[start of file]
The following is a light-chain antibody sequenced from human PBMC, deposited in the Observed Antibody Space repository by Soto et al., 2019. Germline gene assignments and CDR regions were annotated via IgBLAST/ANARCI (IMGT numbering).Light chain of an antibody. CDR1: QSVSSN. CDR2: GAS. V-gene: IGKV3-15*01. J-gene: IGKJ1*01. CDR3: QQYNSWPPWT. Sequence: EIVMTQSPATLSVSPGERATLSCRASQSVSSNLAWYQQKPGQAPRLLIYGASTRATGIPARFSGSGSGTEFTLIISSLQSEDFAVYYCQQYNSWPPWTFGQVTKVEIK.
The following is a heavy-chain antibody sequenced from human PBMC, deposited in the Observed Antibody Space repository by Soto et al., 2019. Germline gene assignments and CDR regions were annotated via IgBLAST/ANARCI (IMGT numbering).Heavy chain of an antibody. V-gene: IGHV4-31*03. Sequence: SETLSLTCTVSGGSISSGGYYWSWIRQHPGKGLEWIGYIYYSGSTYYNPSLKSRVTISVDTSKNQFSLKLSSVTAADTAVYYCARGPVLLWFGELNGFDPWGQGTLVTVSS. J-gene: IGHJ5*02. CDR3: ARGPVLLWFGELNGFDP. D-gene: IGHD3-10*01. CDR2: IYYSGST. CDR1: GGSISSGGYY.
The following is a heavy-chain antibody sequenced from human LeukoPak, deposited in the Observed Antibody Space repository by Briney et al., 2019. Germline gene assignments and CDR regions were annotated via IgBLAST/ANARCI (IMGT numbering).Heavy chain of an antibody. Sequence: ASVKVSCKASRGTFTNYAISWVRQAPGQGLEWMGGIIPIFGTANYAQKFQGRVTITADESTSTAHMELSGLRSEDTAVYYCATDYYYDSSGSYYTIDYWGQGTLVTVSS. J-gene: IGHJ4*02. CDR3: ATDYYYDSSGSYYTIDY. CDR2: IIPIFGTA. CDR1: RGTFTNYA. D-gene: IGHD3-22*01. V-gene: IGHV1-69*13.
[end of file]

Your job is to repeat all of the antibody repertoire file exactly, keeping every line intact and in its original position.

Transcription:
The following is a light-chain antibody sequenced from human PBMC, deposited in the Observed Antibody Space repository by Soto et al., 2019. Germline gene assignments and CDR regions were annotated via IgBLAST/ANARCI (IMGT numbering).Light chain of an antibody. CDR1: QSVSSN. CDR2: GAS. V-gene: IGKV3-15*01. J-gene: IGKJ1*01. CDR3: QQYNSWPPWT. Sequence: EIVMTQSPATLSVSPGERATLSCRASQSVSSNLAWYQQKPGQAPRLLIYGASTRATGIPARFSGSGSGTEFTLIISSLQSEDFAVYYCQQYNSWPPWTFGQVTKVEIK.
The following is a heavy-chain antibody sequenced from human PBMC, deposited in the Observed Antibody Space repository by Soto et al., 2019. Germline gene assignments and CDR regions were annotated via IgBLAST/ANARCI (IMGT numbering).Heavy chain of an antibody. V-gene: IGHV4-31*03. Sequence: SETLSLTCTVSGGSISSGGYYWSWIRQHPGKGLEWIGYIYYSGSTYYNPSLKSRVTISVDTSKNQFSLKLSSVTAADTAVYYCARGPVLLWFGELNGFDPWGQGTLVTVSS. J-gene: IGHJ5*02. CDR3: ARGPVLLWFGELNGFDP. D-gene: IGHD3-10*01. CDR2: IYYSGST. CDR1: GGSISSGGYY.
The following is a heavy-chain antibody sequenced from human LeukoPak, deposited in the Observed Antibody Space repository by Briney et al., 2019. Germline gene assignments and CDR regions were annotated via IgBLAST/ANARCI (IMGT numbering).Heavy chain of an antibody. Sequence: ASVKVSCKASRGTFTNYAISWVRQAPGQGLEWMGGIIPIFGTANYAQKFQGRVTITADESTSTAHMELSGLRSEDTAVYYCATDYYYDSSGSYYTIDYWGQGTLVTVSS. J-gene: IGHJ4*02. CDR3: ATDYYYDSSGSYYTIDY. CDR2: IIPIFGTA. CDR1: RGTFTNYA. D-gene: IGHD3-22*01. V-gene: IGHV1-69*13.